Latest Intelligence reports indicate Indian concentration on both East and West Pakistan  and such flash announcements on All India Radio as QUOTE Pakistanis  attacking Jammu etc. UNQUOTE indicate their aggressive intention, formations will take necessary defensive measures (.) All Informed

Gul Hassan states that there was no ambiguity in this signal and that all formations took immediate action on it barring 10 Division in Lahore. This in view of Gul Hassan was a clear case of complacency.24

10 Division area

All that 10 Division did on receipt of the above mentioned signal was to  warn forward troops to exercise greater vigilance and ordered troops to move into defensive positions on night 5th and 6th September.25 Gul’s assertion is confirmed by Shaukat Riza who states that GOC 10 Division on 4th September brushed aside Commander 114 Brigades suggestion to move into defences but later relented and ordered move to defensive positions during night 5/6 September 1965 on the morning of 5th September.26 Shaukat did not give any reason in his book in which he repeatedly praised Ayub and Musa as to why the Pakistan Army had so non-military in the language of it signals while stating that the 10 Division was not in full deployment because of the GHQ!27 Even the Indian armour historian noted that “for some unaccountable reason the 114 Brigade was not in its defences when the Indian attack came on the morning of 6th September “.28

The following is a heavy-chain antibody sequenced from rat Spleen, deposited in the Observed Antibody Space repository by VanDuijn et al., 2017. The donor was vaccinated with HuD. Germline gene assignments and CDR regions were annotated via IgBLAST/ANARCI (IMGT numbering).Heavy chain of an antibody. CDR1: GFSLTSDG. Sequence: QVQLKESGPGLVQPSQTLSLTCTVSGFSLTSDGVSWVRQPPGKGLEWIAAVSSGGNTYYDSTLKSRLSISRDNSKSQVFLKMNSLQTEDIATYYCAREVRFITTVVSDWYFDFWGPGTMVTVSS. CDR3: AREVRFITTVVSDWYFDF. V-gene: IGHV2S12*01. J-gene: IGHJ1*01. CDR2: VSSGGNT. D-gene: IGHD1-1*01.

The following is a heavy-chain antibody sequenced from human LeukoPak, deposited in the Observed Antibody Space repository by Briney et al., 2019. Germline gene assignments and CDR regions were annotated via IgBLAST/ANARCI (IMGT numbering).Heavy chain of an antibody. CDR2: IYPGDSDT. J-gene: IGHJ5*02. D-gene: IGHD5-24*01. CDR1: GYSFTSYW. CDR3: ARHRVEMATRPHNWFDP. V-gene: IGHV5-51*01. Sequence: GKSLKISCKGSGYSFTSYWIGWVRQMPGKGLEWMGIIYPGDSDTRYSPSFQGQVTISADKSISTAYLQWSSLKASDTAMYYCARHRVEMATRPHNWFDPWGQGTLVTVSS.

The two forward brigades of the 10 Division were occupying their positions when the Indian attack commenced at 0400 Hours 6th September 1965. 3 Jat the leading battalion of the 54 Indian Brigade reached the BRB bridge near Dograi which had been destroyed by the Pakistani defenders. The Indians claim that two companies of this battalion crossed the BRB walking over the partially destroyed debris of the bridge and occupied Batapur for sometime but were forced to withdraw since the Indian 54 Brigade/15 Division did not reinforce it.29 The reader may note that in this case the weakest link in the whole affair was not the Indian soldier or 3 Jat but the Indian 54 Brigade Commander and GOC 15 Division who did not respond to CO 3 Jat’s repeated requests for reinforcements! The claim of 3 Jat having crossed the BRBL, however, is denied by Major General Tajammul Hussain Malik who was then defending that area as Commanding Officer 3rd Baluch.30 In the final analysis 54 Brigade accomplished little except 3 Jat’s singular accomplishment of contacting the BRBL opposite Batapur.

1 Jat Group similarly performed miserably. It failed to reach the BRBL  and was repulsed by the combined effect of artillery fire and left forward battalion of the 114 Brigade. It panicked and dispersed back to the Indian side of the border by mid-day.31 It was replaced by 6 Kumaon along with two tank troops which deployed at Ranian.32